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Frequently Asked Questions

Can I have access to Copernicus data and information?

 

How can I access Copernicus data and information?

 

Who provides Copernicus services?

 

Are Copernicus data and information free of charge?

 

How can I participate in Copernicus?

 

How to contact Copernicus?

 

How can I know more about Copernicus in my country?

 

Why is the programme named Copernicus?

 

 

 

 

Can I have access to Copernicus data and information?

Although primarily designed for public policy-makers and public bodies responsible for environmental and security matters, data and information provided by Copernicus are not limited to these users. Any public or private organisation, and more generally any individual can access and exploit Copernicus data and information on a free, full and open basis.

 

The only exceptions are the specific situations where security is at stake. In such cases, access limitation may exist.

 

Practically, Copernicus information is provided to users through a set of services, most of them being available online.

 

The Copernicus Programme covers six thematic areas: land, marine environment, atmosphere, climate change, emergency management and security.

 

How can I access Copernicus data and information?

The data and information delivered by the Copernicus Service are made available to users through the service websites. In most cases, data and information can be browsed/discovered without prior registration but registration is required for downloading.

 

The data delivered by the Sentinel satellites can be downloaded either from the ESA Copernicus Open Access Hub or from the EUMETSAT Copernicus Online Data Access point depending on the type of data. In the course of 2018, five new access points called DIAS (for "Data and Information Access Services") will be made available to users.

 

Who provides Copernicus services?

The implementation and operation of Copernicus services has been delegated by the European Commission to dedicated service providers - the Copernicus Entrusted Entities - through a series of "Delegation Agreements" signed during the period November 2014 – October 2016.

 

These “Entrusted Entities” are responsible for the delivery of the Copernicus Services. Visit the Copernicus Services section to know more about the Entrusted Entities.

 

Are Copernicus data and information free of charge?

Yes. Considered as public goods, the Earth observation data delivered by the Sentinel satellites and the data and information delivered by the 6 Copernicus services are available to users on a free, full and open basis.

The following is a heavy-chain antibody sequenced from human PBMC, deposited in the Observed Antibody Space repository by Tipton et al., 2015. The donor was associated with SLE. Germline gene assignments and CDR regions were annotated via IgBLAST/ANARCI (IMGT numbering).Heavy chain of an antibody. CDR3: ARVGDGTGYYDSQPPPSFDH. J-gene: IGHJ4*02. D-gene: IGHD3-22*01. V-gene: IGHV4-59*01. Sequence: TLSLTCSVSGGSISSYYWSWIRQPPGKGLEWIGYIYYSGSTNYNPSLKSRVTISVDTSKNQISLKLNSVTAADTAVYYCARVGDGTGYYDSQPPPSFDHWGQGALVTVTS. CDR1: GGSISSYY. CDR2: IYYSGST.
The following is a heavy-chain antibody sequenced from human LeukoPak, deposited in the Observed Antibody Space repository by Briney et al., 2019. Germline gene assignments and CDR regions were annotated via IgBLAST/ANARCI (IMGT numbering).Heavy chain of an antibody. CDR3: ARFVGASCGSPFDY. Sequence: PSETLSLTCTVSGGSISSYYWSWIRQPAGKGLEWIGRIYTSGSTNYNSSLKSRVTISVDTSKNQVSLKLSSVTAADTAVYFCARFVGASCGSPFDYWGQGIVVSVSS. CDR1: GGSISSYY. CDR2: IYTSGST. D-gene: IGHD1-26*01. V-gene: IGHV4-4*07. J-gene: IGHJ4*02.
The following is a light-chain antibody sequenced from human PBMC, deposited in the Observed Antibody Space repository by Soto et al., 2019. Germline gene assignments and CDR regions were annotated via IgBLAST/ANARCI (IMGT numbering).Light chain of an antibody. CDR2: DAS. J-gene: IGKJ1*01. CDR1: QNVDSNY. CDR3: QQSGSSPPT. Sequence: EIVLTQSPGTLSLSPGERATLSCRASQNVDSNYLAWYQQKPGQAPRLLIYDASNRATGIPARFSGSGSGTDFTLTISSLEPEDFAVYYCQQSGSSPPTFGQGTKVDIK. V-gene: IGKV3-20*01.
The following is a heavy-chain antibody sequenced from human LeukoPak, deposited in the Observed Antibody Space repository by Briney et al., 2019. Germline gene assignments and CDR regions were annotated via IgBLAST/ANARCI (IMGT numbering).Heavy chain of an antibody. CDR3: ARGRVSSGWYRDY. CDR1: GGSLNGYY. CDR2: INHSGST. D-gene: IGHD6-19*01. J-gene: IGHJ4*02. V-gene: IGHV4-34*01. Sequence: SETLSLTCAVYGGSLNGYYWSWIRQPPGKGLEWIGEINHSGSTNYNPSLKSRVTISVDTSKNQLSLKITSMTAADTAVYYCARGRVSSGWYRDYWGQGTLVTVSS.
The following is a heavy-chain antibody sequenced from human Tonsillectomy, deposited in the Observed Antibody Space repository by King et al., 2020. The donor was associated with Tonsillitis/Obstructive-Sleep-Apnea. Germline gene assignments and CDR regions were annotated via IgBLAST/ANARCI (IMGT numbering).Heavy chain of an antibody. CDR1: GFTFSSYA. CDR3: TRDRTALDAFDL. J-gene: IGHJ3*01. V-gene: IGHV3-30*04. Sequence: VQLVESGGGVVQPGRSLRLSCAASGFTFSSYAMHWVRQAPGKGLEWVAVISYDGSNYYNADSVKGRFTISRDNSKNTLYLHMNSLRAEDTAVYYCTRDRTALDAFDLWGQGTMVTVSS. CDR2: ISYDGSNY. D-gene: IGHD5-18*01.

Note that based on the free data and information delivered by Copernicus, public or private operators may develop value-added services ("downstream services") with the objective to meet specific needs. Depending on the business model adopted by each operator, these downstream services can be either free for the final user or associated to a fee.

 

 

How can I participate in Copernicus?

The implementation and operation of Copernicus has been delegated by the European Commission to a number "Entrusted Entities" which act as service providers. These delegated entities regularly publish Tenders through which third-party organisations can be involved in the implementation and operation of the programme.

 

Another possibility is to participate in the Copernicus Start-up Programme through one of is major components. This includes the annual competition called the Copernicus Masters as well as the Copernicus Accelerator, the Copernicus Incubation Programme and the Copernicus AppCamps.

 

As an individual, the best way to actively participate in Copernicus is to join one of the public or private organisations involved in the programme.

 

How to contact Copernicus?

Copernicus is not a legal entity but a European Union programme which involves many different stakeholders. In order to facilitate the dialogue with Copernicus, a Copernicus Support Office has been created which can be contacted either by phone or by email for any question related to the programme.

 

How can I know more about Copernicus in my country?

The European Commission has established a network of Copernicus Relays which act as ambassadors of the programme in the countries they are settled. They can be contacted by anyone who wants to know more about the programme.

 

The European Commission also organises Copernicus Training and Information sessions in the EU Member States. These events aim to promote awareness of the many uses of Copernicus data and information, while providing the opportunity for hands on demonstrations and basic training on different topics. These sessions are open to anyone.

 

Why is the programme named Copernicus?

By choosing the name Copernicus we are paying homage to a great European scientist and observer: Nicolaus Copernicus. The Copernicus theory of the heliocentric universe is considered by many to be the main precursor of modern science.

 

Copernicus opened to man an infinite universe, previously limited by the rotation of the planets and the sun around the Earth, and created a world without borders.

 

Humanity was able to benefit from his insight and this set in motion the spirit of scientific research which allowed us to have a better understanding of the world we live in.